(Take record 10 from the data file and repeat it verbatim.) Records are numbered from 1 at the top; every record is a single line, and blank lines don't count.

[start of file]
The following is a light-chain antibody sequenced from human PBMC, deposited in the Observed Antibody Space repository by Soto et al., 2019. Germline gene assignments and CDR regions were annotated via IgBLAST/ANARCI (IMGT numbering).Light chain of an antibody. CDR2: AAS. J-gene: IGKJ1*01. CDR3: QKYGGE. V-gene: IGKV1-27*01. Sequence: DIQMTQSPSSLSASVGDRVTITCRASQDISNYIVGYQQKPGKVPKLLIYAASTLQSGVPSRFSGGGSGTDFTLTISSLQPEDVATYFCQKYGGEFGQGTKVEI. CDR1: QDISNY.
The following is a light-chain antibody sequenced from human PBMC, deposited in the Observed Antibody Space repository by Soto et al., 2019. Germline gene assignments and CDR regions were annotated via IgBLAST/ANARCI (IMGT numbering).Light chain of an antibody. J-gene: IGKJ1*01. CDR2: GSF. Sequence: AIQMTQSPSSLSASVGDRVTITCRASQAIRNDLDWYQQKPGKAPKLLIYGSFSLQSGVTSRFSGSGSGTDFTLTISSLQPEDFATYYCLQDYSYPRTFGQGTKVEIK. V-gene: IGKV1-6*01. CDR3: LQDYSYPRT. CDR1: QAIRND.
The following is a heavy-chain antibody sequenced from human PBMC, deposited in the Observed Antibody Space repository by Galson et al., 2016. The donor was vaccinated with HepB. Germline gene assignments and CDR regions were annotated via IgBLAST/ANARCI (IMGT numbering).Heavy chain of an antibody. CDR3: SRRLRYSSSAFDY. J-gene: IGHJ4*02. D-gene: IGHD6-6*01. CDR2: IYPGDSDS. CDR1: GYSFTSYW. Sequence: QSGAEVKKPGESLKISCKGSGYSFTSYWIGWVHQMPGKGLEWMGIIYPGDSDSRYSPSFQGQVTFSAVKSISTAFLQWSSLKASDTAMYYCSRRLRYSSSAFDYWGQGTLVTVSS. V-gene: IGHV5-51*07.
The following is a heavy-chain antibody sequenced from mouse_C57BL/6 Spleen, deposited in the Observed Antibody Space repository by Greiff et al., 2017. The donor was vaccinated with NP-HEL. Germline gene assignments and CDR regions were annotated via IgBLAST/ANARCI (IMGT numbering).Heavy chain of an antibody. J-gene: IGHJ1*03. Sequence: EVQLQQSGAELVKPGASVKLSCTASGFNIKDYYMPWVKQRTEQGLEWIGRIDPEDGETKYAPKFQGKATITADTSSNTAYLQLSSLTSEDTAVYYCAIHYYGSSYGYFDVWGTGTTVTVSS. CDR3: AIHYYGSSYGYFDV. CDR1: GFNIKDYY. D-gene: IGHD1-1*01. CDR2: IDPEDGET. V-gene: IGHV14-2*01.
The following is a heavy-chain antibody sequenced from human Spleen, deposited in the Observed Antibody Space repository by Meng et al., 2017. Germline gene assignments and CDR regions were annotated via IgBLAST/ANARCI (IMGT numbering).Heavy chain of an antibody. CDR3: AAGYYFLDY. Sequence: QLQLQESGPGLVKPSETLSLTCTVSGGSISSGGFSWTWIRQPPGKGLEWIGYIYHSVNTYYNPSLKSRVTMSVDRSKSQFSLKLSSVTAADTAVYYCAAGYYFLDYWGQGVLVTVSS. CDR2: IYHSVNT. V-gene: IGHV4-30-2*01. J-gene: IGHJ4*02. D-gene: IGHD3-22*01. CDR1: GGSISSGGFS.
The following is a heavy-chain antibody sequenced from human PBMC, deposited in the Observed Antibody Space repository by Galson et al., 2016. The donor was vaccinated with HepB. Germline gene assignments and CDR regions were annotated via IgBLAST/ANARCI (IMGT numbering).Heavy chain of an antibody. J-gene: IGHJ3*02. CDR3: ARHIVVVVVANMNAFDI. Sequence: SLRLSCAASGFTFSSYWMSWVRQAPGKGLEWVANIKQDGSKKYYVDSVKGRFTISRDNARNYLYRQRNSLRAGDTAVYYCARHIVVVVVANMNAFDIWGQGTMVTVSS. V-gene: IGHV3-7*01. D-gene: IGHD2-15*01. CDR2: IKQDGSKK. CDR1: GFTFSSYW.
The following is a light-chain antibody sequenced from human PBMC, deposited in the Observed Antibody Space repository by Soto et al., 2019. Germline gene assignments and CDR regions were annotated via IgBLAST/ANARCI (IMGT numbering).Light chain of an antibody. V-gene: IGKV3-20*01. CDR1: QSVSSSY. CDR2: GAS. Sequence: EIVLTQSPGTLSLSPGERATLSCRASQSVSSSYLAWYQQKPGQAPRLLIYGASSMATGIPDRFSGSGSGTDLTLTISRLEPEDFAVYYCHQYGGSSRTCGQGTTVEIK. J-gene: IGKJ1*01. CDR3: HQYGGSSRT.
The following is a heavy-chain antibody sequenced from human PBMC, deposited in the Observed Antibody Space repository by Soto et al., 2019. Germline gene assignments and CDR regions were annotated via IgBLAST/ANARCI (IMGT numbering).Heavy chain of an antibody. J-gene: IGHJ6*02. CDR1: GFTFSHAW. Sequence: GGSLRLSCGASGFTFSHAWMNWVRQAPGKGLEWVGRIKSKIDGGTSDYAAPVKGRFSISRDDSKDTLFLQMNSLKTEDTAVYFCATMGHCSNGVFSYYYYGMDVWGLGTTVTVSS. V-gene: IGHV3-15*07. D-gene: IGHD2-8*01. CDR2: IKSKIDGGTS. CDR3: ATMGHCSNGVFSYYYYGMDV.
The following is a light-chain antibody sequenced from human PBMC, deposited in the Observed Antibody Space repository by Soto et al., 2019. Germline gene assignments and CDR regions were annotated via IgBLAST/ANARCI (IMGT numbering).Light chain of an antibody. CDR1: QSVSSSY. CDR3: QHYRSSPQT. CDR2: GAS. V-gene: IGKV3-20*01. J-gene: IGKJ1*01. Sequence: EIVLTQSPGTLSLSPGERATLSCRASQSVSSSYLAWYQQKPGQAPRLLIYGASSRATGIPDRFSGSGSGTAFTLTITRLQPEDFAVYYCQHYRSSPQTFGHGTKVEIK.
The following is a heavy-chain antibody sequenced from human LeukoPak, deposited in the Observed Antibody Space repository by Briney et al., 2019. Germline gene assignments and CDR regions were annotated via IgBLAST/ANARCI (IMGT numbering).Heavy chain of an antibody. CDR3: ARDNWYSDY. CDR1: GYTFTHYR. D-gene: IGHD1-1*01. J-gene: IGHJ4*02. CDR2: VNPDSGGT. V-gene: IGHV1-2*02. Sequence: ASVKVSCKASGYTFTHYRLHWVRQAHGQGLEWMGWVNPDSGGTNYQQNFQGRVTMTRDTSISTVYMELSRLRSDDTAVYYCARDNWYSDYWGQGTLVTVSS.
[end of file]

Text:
The following is a heavy-chain antibody sequenced from human LeukoPak, deposited in the Observed Antibody Space repository by Briney et al., 2019. Germline gene assignments and CDR regions were annotated via IgBLAST/ANARCI (IMGT numbering).Heavy chain of an antibody. CDR3: ARDNWYSDY. CDR1: GYTFTHYR. D-gene: IGHD1-1*01. J-gene: IGHJ4*02. CDR2: VNPDSGGT. V-gene: IGHV1-2*02. Sequence: ASVKVSCKASGYTFTHYRLHWVRQAHGQGLEWMGWVNPDSGGTNYQQNFQGRVTMTRDTSISTVYMELSRLRSDDTAVYYCARDNWYSDYWGQGTLVTVSS.